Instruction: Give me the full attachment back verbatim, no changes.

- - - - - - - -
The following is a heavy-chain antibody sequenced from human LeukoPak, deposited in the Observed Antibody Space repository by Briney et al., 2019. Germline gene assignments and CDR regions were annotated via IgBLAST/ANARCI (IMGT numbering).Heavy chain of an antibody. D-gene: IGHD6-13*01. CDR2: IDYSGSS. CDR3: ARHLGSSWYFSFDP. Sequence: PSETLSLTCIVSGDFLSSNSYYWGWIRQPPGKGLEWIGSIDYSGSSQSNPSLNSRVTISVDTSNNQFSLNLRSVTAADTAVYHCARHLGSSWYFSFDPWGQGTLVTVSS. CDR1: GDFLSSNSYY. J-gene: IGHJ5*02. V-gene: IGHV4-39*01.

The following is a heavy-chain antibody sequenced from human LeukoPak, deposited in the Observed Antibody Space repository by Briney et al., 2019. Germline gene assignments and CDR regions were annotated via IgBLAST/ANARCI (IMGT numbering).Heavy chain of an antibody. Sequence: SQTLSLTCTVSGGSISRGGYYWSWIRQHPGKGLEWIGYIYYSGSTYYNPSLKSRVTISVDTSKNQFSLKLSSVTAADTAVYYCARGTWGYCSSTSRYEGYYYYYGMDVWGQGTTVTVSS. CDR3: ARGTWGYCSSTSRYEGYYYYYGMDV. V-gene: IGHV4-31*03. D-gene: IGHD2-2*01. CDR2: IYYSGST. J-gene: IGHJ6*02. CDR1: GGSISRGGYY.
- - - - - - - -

The following is a heavy-chain antibody sequenced from human LeukoPak, deposited in the Observed Antibody Space repository by Briney et al., 2019. Germline gene assignments and CDR regions were annotated via IgBLAST/ANARCI (IMGT numbering).Heavy chain of an antibody. D-gene: IGHD6-13*01. CDR2: IDYSGSS. CDR3: ARHLGSSWYFSFDP. Sequence: PSETLSLTCIVSGDFLSSNSYYWGWIRQPPGKGLEWIGSIDYSGSSQSNPSLNSRVTISVDTSNNQFSLNLRSVTAADTAVYHCARHLGSSWYFSFDPWGQGTLVTVSS. CDR1: GDFLSSNSYY. J-gene: IGHJ5*02. V-gene: IGHV4-39*01.

The following is a heavy-chain antibody sequenced from human LeukoPak, deposited in the Observed Antibody Space repository by Briney et al., 2019. Germline gene assignments and CDR regions were annotated via IgBLAST/ANARCI (IMGT numbering).Heavy chain of an antibody. Sequence: SQTLSLTCTVSGGSISRGGYYWSWIRQHPGKGLEWIGYIYYSGSTYYNPSLKSRVTISVDTSKNQFSLKLSSVTAADTAVYYCARGTWGYCSSTSRYEGYYYYYGMDVWGQGTTVTVSS. CDR3: ARGTWGYCSSTSRYEGYYYYYGMDV. V-gene: IGHV4-31*03. D-gene: IGHD2-2*01. CDR2: IYYSGST. J-gene: IGHJ6*02. CDR1: GGSISRGGYY.